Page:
Dell 2.0: The “To Do” List Now That HP Is Number One

It’s official: HP is the biggest PC-maker with Dell falling to the number two spot after the latest earnings reports from both companies. Dell has been hit with a stream of bad news recently, including unexciting profits, a costly battery recall, an SEC investigation, a volatile share price, and the death of its MP3 player. What happened? And where does the company go from here? Well, in a move that’s getting polarized reactions, Dell wants to reinvent itself with an initiative called Dell 2.0 (Is the name hip or an eye roller? You decide). Here are the details:

The new initiative will include getting into emerging markets, improving and simplifying the Dell website, revamping technical support, tightening the supply chain, and  putting more emphasis on the services market.

As part of the initiative, Dell recently bought ACS, a British IT consulting firm widely known in London’s financial district. Apparently, Dell wants to move into designing and installing computer infrastructures rather than just focusing on basic PC support. It plans on making the move in typical Dell style: undercutting the competition with lower prices. As it is now, the services side of Dell brings in around 10% of total sales or $5 billion a year, though margins on services are much higher than margins on hardware. And its services division is growing by more than 20% a year compared to only 5% growth for hardware.

But there a couple factors that skeptics (with whom I happen to agree) are pointing out. Dell may be putting itself in competition with some of its best customers (i.e. service firms that recommend Dell hardware for their clients). And another concern is how to compete on price with the rise in inexpensive services coming out of India.

And this move comes after Dell already changed its advertising campaign and pledged a $100 million investment to better customer support including a new remote help system (see Dell New Ads: Trade In Speed & Price for “Personal” and Dell to Improve Support: $100 Million Investment + New Remote Help).

All these initiatives, announcements, plans, etc. may sound exciting… But is Dell spreading itself too thin? Where do you think the company really needs to focus to regain the number one spot?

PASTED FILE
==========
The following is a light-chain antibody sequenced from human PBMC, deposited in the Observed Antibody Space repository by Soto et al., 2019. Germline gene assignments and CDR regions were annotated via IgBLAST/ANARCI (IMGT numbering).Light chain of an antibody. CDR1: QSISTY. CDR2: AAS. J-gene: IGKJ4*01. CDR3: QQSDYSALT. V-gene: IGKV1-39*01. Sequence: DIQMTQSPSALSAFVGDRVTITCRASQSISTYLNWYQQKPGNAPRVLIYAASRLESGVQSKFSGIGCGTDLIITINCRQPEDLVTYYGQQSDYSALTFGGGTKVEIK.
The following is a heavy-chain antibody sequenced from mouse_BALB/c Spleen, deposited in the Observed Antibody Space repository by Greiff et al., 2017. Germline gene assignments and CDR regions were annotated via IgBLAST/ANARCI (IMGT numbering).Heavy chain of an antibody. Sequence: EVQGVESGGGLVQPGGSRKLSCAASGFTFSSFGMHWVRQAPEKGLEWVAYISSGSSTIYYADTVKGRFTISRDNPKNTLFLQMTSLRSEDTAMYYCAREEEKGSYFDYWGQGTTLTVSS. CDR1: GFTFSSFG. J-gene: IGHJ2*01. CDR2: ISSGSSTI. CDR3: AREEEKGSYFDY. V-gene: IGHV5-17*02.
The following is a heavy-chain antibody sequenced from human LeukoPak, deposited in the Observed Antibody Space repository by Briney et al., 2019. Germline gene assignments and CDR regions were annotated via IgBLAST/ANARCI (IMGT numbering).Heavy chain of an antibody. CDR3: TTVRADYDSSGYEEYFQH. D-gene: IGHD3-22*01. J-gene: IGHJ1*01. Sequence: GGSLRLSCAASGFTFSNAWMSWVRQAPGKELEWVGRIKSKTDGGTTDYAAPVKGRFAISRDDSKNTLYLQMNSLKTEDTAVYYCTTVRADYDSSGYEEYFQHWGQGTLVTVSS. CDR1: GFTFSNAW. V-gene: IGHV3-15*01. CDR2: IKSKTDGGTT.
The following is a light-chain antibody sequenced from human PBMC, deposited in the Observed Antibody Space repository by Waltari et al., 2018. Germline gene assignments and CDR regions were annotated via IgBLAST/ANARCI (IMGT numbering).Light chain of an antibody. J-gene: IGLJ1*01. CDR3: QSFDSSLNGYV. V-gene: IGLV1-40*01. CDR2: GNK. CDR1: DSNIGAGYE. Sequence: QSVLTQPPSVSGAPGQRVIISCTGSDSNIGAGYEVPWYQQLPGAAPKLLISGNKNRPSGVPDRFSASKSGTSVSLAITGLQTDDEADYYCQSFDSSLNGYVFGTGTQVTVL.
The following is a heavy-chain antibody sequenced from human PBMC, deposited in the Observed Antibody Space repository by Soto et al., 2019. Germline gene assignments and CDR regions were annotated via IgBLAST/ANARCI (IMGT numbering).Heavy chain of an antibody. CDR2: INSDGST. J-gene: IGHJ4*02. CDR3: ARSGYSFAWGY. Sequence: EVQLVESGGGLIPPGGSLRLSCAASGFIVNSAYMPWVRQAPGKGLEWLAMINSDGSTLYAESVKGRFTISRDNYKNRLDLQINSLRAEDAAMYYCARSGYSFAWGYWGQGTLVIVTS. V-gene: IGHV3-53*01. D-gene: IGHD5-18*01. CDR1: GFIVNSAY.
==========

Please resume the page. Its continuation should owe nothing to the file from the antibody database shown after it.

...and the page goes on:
• Hi Bob,

    Thanks for taking note of Dell 2.0 and sharing your perspective. We understand that results, not rhetoric, are needed to overcome skepticism such as yours.

    The strategy to reinvigorate our business is in its early stages. We have a lot of work to do but we’re on it and we’re already seeing traction, from reduced on-hold times to the broadest product line in our history. That said, it may be helpful to understand that many of the the decisions being made today are for the long-term — as in no quick, superficial fixes — and we know that progress will not necessarily be linear.

    Also, having a No. 1 share worldwide at any given time has its merits but there are other considerations — not the least of which are taking opportunities to improve margins. Such decisions benefit the company and ultimately all of its stakeholders.

    Thanks for the opportunity to provide context.

  • Bob Caswell


    I appreciate your comments and agree with most everything you said, especially the fact that going for No. 1 may not be the best strategy. It’s the type of thing that would be best if it happened indirectly as a result of other initiatives.

    Despite my skepticism, I am a fan of Dell hardware (my laptop I’m using right now is a Dell) primarily because of its superior prices and customization options. And boosting customer support via the $100 million investment was a great move. I haven’t had to use Dell support since that announcement, but I hope the initiative includes cleaning up the phone system (in the past, I would get frustrated with having to go through five menus before getting rerouted to somewhere I had already been before ever talking to a human who then had to transfer me anyway, etc.).

    But the other strategies being characterized as long-term and nonlinear will be the most interesting to follow, especially from an investment / shareholders standpoint.

  • Pingback: Dell Ex-CEO Gets $5 Million Cash for Screwing It Up While HP Profits Soar | Bob Caswell()